The façade of the building bore an array of saints in their niches and they had been shot up by American troops trying their rifles, the figures shorn of ears and noses and darkly mottled with leadmarks oxidized upon the stone. The huge carved and paneled doors hung awap on their hinges and a carved stone Virgin held in her arms a headless child.8
Even more pronounced outside the church is the destruction that has been enacted upon religious imagery. The saints have been disfigured by bellicose American soldiers. This is a reverse transfiguration, a descent into a primal ugliness that distorts their external features. The Americans arranged the rejection of a world guided by saints and God, and the repercussions are clear. However, the church doors are gaping, as though to allow entry to any visitor who so wishes to come. But he who passes into the ruinscape enters a world not like the one from which he came. The god of this church, who lay headless in the Virgin Mother’s arms, is a nullity. The ruinscape is a repository for divine vengeance, although the nature of the divine is equivocal. Is it the God of men or that of animals, the latter of which have monopolized once hallowed grounds? McCarthy’s ruinscape warns the observer that one who is present within may have unwittingly subjected himself to a universal system entirely unknown to him. Even if the church is remotely beautiful, that no longer matters. What the spectator should instead focus on is his own temporal endangerment.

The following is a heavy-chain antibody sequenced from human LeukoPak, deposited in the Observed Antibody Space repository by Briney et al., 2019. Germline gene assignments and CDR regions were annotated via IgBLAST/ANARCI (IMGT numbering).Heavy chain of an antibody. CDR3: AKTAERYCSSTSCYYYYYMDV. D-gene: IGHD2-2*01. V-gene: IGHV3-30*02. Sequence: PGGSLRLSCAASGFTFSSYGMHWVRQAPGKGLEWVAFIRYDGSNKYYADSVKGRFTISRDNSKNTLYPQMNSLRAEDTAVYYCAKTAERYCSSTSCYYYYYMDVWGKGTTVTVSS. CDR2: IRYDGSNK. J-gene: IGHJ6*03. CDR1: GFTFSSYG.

This church is the first ruinscape that McCarthy treats in his novel. Not long afterwards, the Glanton gang that the kid rides with “passed through a village then and now in ruins.”9 The gang camps in a mud church, burning the fallen timbers of the roof for fire “while owls cried from the arches in the dark.” Again, McCarthy does not assign an origin tale to the church, which seems always to have been a ruin. If this ruin is a historical document, it is a defective one since it presents no reliable information about the past. The gang encounters yet another church after camping here, and the effect is one of redundancy. These landscapes are defined by their many ruins, most of which served a similar purpose. The number of disused churches in Blood Meridian may be many, but they might as well be one. There is a horrific monotous element to McCarthy’s ruinscape that suggests an inability to discern a thing’s individual characteristics. The kid and the dead child. The first church, the second church, the third church. Here is a description of the kid’s experience inside the third chapel: